Saturday, August 29, 2009


I'm not usually big on public displays.  You won't see me flying a flag, wearing green on St. Patrick's Day, or having waiters sing me Happy Birthday.  There are no bumper stickers on my car (though during the last presidential campaign, I ended up driving around with an Obama magnet, which I removed shortly after inauguration day).  I am usually annoyed by those ubiquitous awareness-ribbon magnets that pop up everywhere in every imaginable color.  I'm often reminded of an old George Carlin line: "That's a symbol, and I'll leave symbols for the symbol-minded."

I feel a certain ambivalence about the Autism Awareness bumper magnets.  When I see a car drive by with a blue puzzle piece on the back, I have to admit I feel a sense of community - it is satisfying to imagine some other parent navigating a similar situation to ours.  But I would feel weird putting one of those magnets on my car. That's just not how I operate.

I don't even think the puzzle piece is a great symbol for autism.  The society that created this symbol explains that "our children are handicapped by a puzzling condition; this isolates them from normal human contact and therefore they do not fit in," but this makes little sense to me, because a puzzle piece implies that there is a puzzle into which it fits perfectly.  And I know that this symbol really pisses off a lot of autistic adults.  I kind of prefer this alternative, representing the spectrum of neurodiversity:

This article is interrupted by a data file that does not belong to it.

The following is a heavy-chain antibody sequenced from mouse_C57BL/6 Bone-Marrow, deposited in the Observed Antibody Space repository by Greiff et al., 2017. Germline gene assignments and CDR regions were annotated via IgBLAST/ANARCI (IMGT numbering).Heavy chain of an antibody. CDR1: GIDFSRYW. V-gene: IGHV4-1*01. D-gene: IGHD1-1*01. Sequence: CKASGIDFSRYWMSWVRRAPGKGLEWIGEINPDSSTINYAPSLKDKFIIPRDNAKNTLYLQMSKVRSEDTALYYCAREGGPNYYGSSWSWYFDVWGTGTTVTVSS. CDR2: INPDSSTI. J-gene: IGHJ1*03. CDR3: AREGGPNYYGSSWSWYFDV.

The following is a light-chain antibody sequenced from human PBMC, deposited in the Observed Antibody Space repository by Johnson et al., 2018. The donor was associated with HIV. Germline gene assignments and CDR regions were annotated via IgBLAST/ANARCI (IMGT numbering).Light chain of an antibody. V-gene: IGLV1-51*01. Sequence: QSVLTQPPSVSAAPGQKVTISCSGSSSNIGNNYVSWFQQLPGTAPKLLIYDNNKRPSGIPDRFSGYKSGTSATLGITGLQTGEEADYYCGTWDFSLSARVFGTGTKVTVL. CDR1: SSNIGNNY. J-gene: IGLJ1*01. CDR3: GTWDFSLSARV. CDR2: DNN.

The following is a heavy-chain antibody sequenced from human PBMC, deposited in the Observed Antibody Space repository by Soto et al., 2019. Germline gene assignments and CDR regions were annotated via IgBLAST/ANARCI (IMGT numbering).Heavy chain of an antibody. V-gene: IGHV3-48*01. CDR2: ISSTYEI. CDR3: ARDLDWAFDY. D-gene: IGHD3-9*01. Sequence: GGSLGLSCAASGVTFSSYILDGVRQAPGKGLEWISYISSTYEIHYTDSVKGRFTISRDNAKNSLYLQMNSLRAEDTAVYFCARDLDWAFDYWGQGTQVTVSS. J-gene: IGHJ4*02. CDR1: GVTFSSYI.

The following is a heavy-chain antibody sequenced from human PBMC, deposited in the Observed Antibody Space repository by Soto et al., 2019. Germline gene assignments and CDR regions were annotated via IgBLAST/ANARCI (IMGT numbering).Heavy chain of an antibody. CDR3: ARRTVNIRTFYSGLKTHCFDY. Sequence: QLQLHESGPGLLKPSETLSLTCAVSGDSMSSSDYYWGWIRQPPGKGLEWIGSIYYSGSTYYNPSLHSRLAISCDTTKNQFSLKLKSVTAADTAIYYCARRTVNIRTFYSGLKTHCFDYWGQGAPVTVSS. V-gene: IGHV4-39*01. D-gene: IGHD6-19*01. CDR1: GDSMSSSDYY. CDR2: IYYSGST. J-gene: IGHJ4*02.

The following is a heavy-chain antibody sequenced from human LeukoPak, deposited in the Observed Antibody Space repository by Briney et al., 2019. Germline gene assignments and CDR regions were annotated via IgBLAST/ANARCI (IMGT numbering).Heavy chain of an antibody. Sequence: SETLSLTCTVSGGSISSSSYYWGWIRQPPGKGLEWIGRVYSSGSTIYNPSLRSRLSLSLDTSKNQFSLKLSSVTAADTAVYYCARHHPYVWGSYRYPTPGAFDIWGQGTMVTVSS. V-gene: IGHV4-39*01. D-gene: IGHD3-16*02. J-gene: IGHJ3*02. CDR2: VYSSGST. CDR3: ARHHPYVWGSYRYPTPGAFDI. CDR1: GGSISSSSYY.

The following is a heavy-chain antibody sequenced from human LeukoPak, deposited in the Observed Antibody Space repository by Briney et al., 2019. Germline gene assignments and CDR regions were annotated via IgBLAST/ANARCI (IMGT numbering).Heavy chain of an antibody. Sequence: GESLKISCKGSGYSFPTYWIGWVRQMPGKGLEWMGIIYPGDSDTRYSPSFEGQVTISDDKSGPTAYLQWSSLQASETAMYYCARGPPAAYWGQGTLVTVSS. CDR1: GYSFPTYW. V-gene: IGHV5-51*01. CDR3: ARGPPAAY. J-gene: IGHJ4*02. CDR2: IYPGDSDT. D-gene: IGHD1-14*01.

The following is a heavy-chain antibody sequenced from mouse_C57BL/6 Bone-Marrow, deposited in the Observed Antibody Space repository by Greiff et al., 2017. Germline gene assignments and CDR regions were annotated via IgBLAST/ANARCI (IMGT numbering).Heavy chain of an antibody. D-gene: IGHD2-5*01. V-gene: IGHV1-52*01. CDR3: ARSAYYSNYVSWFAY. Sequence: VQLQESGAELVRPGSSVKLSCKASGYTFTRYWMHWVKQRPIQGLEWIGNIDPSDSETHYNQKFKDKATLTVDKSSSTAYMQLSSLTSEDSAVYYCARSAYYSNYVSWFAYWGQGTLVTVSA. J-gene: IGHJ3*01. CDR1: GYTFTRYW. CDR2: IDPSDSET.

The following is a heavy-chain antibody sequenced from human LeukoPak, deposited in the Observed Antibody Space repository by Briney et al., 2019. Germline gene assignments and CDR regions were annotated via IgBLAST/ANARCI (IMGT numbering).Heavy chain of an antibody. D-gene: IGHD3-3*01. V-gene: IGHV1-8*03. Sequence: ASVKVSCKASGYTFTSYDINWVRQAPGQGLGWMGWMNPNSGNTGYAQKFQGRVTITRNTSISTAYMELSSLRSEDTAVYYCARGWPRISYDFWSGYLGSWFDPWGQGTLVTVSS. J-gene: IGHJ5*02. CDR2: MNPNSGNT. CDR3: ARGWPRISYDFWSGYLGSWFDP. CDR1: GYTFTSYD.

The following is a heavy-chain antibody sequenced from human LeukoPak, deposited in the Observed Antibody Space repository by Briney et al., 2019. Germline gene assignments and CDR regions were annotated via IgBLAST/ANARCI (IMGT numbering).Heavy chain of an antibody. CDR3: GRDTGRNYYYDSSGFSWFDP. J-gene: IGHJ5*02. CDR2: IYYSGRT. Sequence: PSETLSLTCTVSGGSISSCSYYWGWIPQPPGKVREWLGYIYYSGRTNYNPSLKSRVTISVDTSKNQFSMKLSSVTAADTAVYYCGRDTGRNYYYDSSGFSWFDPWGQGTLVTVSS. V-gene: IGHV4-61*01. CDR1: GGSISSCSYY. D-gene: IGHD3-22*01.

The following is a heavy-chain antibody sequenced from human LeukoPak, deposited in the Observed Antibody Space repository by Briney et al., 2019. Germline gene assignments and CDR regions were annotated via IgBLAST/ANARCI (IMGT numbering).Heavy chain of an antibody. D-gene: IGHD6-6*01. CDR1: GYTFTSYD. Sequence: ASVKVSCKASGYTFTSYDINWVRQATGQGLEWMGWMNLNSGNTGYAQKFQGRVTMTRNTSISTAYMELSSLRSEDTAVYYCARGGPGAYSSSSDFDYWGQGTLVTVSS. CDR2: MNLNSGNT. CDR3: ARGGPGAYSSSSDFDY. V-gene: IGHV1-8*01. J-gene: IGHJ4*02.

So, it is with great astonishment that I find myself wearing a small puzzle-piece pendant on a silver chain.

I  bought it in an effort to promote awareness, whatever that might mean.  My intention was to solicit conversation with strangers. But in my head, it has become something of an amulet.  When Ryan is behaving strangely in public, I imagine other adults staring at us, then noticing my necklace and thinking "Oh, he must be acting like that because he's autistic, not because that woman is a terrible mother."  I'm sure not a single person has actually gone through that series of thoughts, but I find it a little comforting to imagine everyone within a 10-foot radius suddenly understands my life.

Surprisingly, I myself have even reflected upon this symbol while calming a tantrum or coaching my son through how to put on his shirt.  I look down at my necklace, and it reminds me to breathe.  It reminds me that he isn't having a fit out of spite for me, isn't willfully refusing to use language in traditional ways, isn't just being a pain in the ass.  It reminds me that my baby's brain is wired a little differently than mine, and that it's my job to help him learn to live in my world without denying him the right to be himself - to help him figure out how his piece fits into the puzzle.

1 comment:

  1. I have been following the Ryan Files with enormous admiration for you. Barbara Hauptman


Keep it civil, people.